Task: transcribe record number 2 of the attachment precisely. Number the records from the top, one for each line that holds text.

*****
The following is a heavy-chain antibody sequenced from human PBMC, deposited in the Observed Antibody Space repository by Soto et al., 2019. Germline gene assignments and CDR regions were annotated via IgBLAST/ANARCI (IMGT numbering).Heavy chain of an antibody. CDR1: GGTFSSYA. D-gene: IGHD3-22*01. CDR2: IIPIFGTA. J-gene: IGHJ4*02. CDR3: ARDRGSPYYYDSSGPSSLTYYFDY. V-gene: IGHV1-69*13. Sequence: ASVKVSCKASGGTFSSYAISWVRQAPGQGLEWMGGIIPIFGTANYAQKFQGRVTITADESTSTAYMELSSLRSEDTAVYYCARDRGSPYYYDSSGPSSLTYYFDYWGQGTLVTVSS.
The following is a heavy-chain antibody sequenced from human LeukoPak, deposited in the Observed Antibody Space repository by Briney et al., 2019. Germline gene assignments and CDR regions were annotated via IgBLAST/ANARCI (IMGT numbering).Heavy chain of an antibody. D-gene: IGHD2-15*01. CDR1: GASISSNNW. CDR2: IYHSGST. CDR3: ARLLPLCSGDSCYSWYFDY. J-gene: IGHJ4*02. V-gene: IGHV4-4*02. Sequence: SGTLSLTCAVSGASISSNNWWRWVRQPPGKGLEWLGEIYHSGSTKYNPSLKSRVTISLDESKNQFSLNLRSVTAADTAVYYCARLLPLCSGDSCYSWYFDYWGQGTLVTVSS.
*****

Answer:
The following is a heavy-chain antibody sequenced from human LeukoPak, deposited in the Observed Antibody Space repository by Briney et al., 2019. Germline gene assignments and CDR regions were annotated via IgBLAST/ANARCI (IMGT numbering).Heavy chain of an antibody. D-gene: IGHD2-15*01. CDR1: GASISSNNW. CDR2: IYHSGST. CDR3: ARLLPLCSGDSCYSWYFDY. J-gene: IGHJ4*02. V-gene: IGHV4-4*02. Sequence: SGTLSLTCAVSGASISSNNWWRWVRQPPGKGLEWLGEIYHSGSTKYNPSLKSRVTISLDESKNQFSLNLRSVTAADTAVYYCARLLPLCSGDSCYSWYFDYWGQGTLVTVSS.